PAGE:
petit oiseau bleu

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I actually made this forever ago – it was around the same time as this one; I was doing a theme.  Last weekend I found a bag of embroidery stuff in my bedroom and this little surprise was inside!  I had forgotten about it!  I think I meant to redo the knots, but lost track of it.  I can’t get the hang of french knots.

blue satin round gown + hat

I wanted to continue my sewing streak from last week and get started on my convention costumes right away yesterday.  Unfortunately, I couldn’t find anywhere to begin underneath the piles of UFOs I’ve got laying around – so I devoted two days to finishing up some almost-done but for some reason not-done projects I had on the table.

Last time I posted about this gown, I mistakenly called it taffeta?  I’m not sure why I did that, but it is in fact satin.  And while normally I avoid satin like the plague (I have a dislike of shiny fabrics) I had picked this dark navy blue satin up because it was on super-clearance and honestly, the shine was not too bad.  That is, it doesn’t scream “costume satin!!” to me.

Anyhow, at last check, the gown was finished and just in need of trimming.  It also, I found upon examination now two months later, was in need of hemming and some minor alterations about the sleeves.  I whipped all that out yesterday.

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I bought a bunch of rolls of this blue organza ribbon at the same time as I bought my fabric – also on clearance; 50 cents a roll!  Unfortunately, I only got two rolls of the 2″ wide ribbon and have yet to be able to find more, and I used it all up on the neckline and front of the bodice.  I intended to have trim also on the sleeves and more on the bodice, but when I ran out of the 2″ and started using 1″, it just didn’t look right to me.  So I scrapped that and left the gown a little under trimmed – for now.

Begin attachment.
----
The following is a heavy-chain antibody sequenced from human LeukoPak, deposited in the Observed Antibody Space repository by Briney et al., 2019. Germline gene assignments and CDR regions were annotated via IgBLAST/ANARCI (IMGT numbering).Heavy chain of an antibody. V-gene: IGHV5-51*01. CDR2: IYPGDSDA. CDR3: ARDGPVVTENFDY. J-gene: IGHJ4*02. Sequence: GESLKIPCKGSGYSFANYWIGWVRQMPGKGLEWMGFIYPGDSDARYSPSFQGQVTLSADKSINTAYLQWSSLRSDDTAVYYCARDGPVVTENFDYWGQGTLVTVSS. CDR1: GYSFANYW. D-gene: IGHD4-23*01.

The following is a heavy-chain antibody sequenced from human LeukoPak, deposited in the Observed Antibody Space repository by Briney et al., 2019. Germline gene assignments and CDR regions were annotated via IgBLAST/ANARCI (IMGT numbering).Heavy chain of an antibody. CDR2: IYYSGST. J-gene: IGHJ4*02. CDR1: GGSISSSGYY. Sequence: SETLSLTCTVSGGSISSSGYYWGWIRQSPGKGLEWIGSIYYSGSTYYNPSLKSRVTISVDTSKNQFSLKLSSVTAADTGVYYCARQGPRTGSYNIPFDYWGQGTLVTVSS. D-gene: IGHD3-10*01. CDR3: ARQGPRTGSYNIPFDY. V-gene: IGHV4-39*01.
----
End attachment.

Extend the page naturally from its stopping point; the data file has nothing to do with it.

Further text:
The lace is just tacked into the sleeve for effect; I intend to make some sleeve flounces also, since I have a good amount of the blue satin left.

There’s also…

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A hat!  I spent this morning making the hat, which I meant to do (and think I posted about doing) ages ago.  It’s a straw hat from Michael’s with the crown cut down to a more shallow size.  It’s covered with blue satin and the brim is lined with black silk moire (which I picked up nearly a whole yard remnant of at Hobby Lobby a while back – I’m always surprised at what I stumble across at Hobby Lobby!)  The crown is trimmed with a strip of ruched and pinked blue satin, and I added a bow of ivory silk dupioni because I love bows.  I adored the big silk bow on the hat that went with my Ciel ball gown, so I went with it again!  I also had just enough of the ivory silk left to make a nice, long sash to tie around my waist, to bring the outfit together.

I took some white ostrich feathers I had laying around and gave them a nice tea bath in my favorite Lady Gray to make them more ivory-colored, and they’re just drying now so that I can throw them on this hat.  And then it will be done!  Excepting the sleeve flounces, this project is finished!

 

I still have lots and lots to do, but it’s nice to get one UFO off my list, especially since my list keeps growing with more and more things I’m finding I need for the convention.  I want to try and go out this weekend to take some pictures in this costume, but we’ll see if there’s time.  Also, it’s hella cold out right now, so I might have to save the wearing of this gown for a warmer time of year.

red velvet… shoes!

Have I mentioned (recently) my addiction to velvet?

I bought some shoes at the thrift store a while back with the intention of remaking them into 18th century-style shoes.  They’re not perfect, but they had a decent heel shape and were my size.  Last night I finally got around to tackling that small-but-n0t-so-small project.

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Here’s the before – not too shabby, actually.  They almost worked as they were.  I had an idea of removing and saving the lace appliqués because they were fairly nice, but they were glued on pretty solidly and I had to hack them off.